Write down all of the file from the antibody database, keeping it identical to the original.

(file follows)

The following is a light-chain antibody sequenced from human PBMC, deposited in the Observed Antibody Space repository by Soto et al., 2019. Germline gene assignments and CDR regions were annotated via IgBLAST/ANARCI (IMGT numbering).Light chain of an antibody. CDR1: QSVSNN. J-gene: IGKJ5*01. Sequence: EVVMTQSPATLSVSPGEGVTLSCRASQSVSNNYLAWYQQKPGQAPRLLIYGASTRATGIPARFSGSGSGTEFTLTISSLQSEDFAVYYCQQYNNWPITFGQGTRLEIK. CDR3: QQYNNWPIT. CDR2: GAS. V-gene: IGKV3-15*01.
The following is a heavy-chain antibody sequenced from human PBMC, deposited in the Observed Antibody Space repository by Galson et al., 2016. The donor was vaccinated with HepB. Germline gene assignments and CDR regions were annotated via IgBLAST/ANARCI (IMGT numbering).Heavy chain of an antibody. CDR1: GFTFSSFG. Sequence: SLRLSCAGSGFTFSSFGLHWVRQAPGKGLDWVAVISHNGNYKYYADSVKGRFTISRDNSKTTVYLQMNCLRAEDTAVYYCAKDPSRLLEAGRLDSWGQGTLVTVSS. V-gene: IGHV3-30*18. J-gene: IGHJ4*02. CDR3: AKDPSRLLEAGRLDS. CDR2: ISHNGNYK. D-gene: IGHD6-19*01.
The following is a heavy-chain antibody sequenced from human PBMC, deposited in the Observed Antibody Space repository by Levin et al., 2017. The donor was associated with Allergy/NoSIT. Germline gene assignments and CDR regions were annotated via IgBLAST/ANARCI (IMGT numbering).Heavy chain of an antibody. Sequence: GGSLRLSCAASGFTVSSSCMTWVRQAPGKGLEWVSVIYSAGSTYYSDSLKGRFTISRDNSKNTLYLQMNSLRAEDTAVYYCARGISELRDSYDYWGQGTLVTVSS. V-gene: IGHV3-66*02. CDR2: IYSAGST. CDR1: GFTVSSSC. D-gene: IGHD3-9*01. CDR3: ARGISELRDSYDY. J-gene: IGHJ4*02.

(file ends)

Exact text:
The following is a light-chain antibody sequenced from human PBMC, deposited in the Observed Antibody Space repository by Soto et al., 2019. Germline gene assignments and CDR regions were annotated via IgBLAST/ANARCI (IMGT numbering).Light chain of an antibody. CDR1: QSVSNN. J-gene: IGKJ5*01. Sequence: EVVMTQSPATLSVSPGEGVTLSCRASQSVSNNYLAWYQQKPGQAPRLLIYGASTRATGIPARFSGSGSGTEFTLTISSLQSEDFAVYYCQQYNNWPITFGQGTRLEIK. CDR3: QQYNNWPIT. CDR2: GAS. V-gene: IGKV3-15*01.
The following is a heavy-chain antibody sequenced from human PBMC, deposited in the Observed Antibody Space repository by Galson et al., 2016. The donor was vaccinated with HepB. Germline gene assignments and CDR regions were annotated via IgBLAST/ANARCI (IMGT numbering).Heavy chain of an antibody. CDR1: GFTFSSFG. Sequence: SLRLSCAGSGFTFSSFGLHWVRQAPGKGLDWVAVISHNGNYKYYADSVKGRFTISRDNSKTTVYLQMNCLRAEDTAVYYCAKDPSRLLEAGRLDSWGQGTLVTVSS. V-gene: IGHV3-30*18. J-gene: IGHJ4*02. CDR3: AKDPSRLLEAGRLDS. CDR2: ISHNGNYK. D-gene: IGHD6-19*01.
The following is a heavy-chain antibody sequenced from human PBMC, deposited in the Observed Antibody Space repository by Levin et al., 2017. The donor was associated with Allergy/NoSIT. Germline gene assignments and CDR regions were annotated via IgBLAST/ANARCI (IMGT numbering).Heavy chain of an antibody. Sequence: GGSLRLSCAASGFTVSSSCMTWVRQAPGKGLEWVSVIYSAGSTYYSDSLKGRFTISRDNSKNTLYLQMNSLRAEDTAVYYCARGISELRDSYDYWGQGTLVTVSS. V-gene: IGHV3-66*02. CDR2: IYSAGST. CDR1: GFTVSSSC. D-gene: IGHD3-9*01. CDR3: ARGISELRDSYDY. J-gene: IGHJ4*02.